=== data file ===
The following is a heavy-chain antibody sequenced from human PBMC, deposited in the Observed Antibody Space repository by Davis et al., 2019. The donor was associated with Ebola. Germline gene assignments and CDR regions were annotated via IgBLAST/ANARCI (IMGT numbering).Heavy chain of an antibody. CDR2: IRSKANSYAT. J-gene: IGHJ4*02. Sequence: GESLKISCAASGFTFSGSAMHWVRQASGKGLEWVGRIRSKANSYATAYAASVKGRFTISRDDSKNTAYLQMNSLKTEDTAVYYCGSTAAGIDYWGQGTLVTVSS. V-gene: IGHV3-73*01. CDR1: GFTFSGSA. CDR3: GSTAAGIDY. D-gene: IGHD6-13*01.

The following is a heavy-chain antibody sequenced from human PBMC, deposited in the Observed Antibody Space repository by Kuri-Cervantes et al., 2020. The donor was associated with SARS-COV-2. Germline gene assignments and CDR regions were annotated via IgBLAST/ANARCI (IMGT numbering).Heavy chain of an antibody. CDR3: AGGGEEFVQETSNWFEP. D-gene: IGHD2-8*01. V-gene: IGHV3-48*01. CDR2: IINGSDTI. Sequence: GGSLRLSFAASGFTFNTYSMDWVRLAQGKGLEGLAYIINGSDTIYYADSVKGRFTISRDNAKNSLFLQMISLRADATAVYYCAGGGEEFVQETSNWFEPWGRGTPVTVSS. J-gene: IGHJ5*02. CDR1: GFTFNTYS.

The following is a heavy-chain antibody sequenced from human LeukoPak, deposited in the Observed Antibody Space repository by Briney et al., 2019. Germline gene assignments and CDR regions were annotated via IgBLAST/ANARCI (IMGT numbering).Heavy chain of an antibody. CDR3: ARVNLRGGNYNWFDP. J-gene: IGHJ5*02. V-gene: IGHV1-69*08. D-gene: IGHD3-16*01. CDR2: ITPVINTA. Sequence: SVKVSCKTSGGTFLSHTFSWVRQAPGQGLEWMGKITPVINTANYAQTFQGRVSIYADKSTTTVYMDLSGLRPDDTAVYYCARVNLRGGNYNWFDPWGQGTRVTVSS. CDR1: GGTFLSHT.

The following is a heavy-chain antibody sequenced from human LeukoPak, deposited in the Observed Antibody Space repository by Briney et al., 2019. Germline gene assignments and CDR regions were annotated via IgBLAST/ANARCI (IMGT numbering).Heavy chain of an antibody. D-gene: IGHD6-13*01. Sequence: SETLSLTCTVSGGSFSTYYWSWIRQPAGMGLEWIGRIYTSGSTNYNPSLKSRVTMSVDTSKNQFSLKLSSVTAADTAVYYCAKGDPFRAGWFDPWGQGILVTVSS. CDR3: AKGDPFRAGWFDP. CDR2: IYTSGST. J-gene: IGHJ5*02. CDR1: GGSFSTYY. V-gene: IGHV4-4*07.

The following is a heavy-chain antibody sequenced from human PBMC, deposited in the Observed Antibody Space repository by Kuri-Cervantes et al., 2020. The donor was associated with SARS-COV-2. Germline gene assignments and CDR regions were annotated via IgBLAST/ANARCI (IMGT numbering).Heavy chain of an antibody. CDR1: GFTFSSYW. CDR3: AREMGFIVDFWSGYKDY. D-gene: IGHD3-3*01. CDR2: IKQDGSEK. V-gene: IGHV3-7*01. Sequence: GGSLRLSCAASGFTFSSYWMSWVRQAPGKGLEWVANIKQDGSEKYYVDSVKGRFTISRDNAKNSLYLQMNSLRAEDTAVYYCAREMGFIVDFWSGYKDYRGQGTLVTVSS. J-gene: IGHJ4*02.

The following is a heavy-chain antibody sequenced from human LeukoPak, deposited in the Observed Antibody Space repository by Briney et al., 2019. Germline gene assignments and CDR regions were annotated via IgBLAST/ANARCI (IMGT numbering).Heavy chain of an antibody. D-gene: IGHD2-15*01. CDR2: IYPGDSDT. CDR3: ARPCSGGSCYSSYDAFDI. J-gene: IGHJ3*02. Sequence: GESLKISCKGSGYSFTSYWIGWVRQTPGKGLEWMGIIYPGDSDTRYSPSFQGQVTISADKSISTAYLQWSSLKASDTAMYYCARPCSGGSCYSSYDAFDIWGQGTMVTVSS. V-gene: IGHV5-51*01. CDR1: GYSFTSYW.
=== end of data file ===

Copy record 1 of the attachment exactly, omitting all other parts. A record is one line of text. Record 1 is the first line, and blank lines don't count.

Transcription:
The following is a heavy-chain antibody sequenced from human PBMC, deposited in the Observed Antibody Space repository by Davis et al., 2019. The donor was associated with Ebola. Germline gene assignments and CDR regions were annotated via IgBLAST/ANARCI (IMGT numbering).Heavy chain of an antibody. CDR2: IRSKANSYAT. J-gene: IGHJ4*02. Sequence: GESLKISCAASGFTFSGSAMHWVRQASGKGLEWVGRIRSKANSYATAYAASVKGRFTISRDDSKNTAYLQMNSLKTEDTAVYYCGSTAAGIDYWGQGTLVTVSS. V-gene: IGHV3-73*01. CDR1: GFTFSGSA. CDR3: GSTAAGIDY. D-gene: IGHD6-13*01.